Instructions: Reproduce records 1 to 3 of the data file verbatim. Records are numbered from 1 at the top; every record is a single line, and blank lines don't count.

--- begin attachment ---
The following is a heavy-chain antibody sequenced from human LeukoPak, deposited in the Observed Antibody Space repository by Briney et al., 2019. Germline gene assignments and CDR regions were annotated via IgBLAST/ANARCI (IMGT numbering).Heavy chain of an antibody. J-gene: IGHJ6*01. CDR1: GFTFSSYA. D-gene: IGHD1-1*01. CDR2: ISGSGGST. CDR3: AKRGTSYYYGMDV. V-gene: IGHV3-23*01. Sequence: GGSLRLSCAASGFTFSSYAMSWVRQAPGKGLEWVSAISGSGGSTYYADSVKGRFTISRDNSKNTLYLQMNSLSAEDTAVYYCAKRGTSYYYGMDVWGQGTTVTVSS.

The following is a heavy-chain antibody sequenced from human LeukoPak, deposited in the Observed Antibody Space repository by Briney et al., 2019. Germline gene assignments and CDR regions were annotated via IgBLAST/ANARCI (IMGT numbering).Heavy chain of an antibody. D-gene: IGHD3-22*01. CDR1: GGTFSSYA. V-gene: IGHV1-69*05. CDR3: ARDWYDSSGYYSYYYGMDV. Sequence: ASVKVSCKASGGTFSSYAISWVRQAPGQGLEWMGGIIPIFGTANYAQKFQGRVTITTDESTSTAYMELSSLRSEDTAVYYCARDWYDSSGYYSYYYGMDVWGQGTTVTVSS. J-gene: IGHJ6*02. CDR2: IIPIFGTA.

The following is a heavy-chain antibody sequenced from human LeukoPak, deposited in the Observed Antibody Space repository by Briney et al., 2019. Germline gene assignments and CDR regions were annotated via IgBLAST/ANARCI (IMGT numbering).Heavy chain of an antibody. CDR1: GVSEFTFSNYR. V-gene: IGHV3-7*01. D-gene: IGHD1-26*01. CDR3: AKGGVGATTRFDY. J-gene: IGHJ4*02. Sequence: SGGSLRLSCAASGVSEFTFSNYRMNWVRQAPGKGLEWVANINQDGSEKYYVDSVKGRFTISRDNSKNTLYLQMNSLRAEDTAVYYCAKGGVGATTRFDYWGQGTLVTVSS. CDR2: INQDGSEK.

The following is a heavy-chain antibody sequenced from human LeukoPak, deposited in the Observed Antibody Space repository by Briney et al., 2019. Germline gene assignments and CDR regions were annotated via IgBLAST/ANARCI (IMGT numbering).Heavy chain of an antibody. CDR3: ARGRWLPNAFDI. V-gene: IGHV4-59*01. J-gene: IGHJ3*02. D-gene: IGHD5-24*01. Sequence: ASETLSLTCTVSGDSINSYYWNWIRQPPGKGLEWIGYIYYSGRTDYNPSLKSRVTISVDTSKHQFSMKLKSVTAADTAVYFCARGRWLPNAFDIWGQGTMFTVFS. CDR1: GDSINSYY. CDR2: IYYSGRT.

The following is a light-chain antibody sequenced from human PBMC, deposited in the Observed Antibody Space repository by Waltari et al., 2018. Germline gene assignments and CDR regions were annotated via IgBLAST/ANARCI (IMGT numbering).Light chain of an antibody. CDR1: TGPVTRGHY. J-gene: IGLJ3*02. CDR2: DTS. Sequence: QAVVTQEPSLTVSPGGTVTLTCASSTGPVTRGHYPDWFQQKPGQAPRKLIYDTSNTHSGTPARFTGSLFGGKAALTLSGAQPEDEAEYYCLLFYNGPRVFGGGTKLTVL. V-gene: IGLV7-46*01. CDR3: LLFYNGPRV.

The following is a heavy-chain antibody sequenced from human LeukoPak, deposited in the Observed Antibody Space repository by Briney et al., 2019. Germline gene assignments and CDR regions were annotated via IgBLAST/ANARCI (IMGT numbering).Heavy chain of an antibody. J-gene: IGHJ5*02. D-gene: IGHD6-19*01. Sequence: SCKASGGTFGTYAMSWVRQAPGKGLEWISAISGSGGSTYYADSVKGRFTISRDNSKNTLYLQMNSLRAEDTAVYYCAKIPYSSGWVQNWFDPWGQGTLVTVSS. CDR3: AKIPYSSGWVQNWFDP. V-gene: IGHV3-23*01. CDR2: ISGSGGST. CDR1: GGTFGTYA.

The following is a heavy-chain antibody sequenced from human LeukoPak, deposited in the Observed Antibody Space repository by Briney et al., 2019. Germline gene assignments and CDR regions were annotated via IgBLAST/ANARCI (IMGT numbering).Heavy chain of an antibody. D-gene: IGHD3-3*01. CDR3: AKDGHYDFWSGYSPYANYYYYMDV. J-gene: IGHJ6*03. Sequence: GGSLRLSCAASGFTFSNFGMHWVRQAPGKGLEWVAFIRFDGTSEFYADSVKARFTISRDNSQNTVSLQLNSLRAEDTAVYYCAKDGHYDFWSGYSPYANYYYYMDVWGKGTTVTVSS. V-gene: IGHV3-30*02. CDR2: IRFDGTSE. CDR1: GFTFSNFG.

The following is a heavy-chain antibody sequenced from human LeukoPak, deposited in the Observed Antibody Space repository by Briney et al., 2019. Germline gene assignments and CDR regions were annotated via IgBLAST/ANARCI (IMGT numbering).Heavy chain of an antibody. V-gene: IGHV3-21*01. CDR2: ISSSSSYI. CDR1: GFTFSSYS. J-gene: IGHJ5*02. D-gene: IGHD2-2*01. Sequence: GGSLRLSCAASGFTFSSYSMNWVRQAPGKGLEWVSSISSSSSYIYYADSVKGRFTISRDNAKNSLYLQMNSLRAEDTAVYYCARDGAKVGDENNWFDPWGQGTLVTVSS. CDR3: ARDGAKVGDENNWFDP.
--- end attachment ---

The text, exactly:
The following is a heavy-chain antibody sequenced from human LeukoPak, deposited in the Observed Antibody Space repository by Briney et al., 2019. Germline gene assignments and CDR regions were annotated via IgBLAST/ANARCI (IMGT numbering).Heavy chain of an antibody. J-gene: IGHJ6*01. CDR1: GFTFSSYA. D-gene: IGHD1-1*01. CDR2: ISGSGGST. CDR3: AKRGTSYYYGMDV. V-gene: IGHV3-23*01. Sequence: GGSLRLSCAASGFTFSSYAMSWVRQAPGKGLEWVSAISGSGGSTYYADSVKGRFTISRDNSKNTLYLQMNSLSAEDTAVYYCAKRGTSYYYGMDVWGQGTTVTVSS.

The following is a heavy-chain antibody sequenced from human LeukoPak, deposited in the Observed Antibody Space repository by Briney et al., 2019. Germline gene assignments and CDR regions were annotated via IgBLAST/ANARCI (IMGT numbering).Heavy chain of an antibody. D-gene: IGHD3-22*01. CDR1: GGTFSSYA. V-gene: IGHV1-69*05. CDR3: ARDWYDSSGYYSYYYGMDV. Sequence: ASVKVSCKASGGTFSSYAISWVRQAPGQGLEWMGGIIPIFGTANYAQKFQGRVTITTDESTSTAYMELSSLRSEDTAVYYCARDWYDSSGYYSYYYGMDVWGQGTTVTVSS. J-gene: IGHJ6*02. CDR2: IIPIFGTA.

The following is a heavy-chain antibody sequenced from human LeukoPak, deposited in the Observed Antibody Space repository by Briney et al., 2019. Germline gene assignments and CDR regions were annotated via IgBLAST/ANARCI (IMGT numbering).Heavy chain of an antibody. CDR1: GVSEFTFSNYR. V-gene: IGHV3-7*01. D-gene: IGHD1-26*01. CDR3: AKGGVGATTRFDY. J-gene: IGHJ4*02. Sequence: SGGSLRLSCAASGVSEFTFSNYRMNWVRQAPGKGLEWVANINQDGSEKYYVDSVKGRFTISRDNSKNTLYLQMNSLRAEDTAVYYCAKGGVGATTRFDYWGQGTLVTVSS. CDR2: INQDGSEK.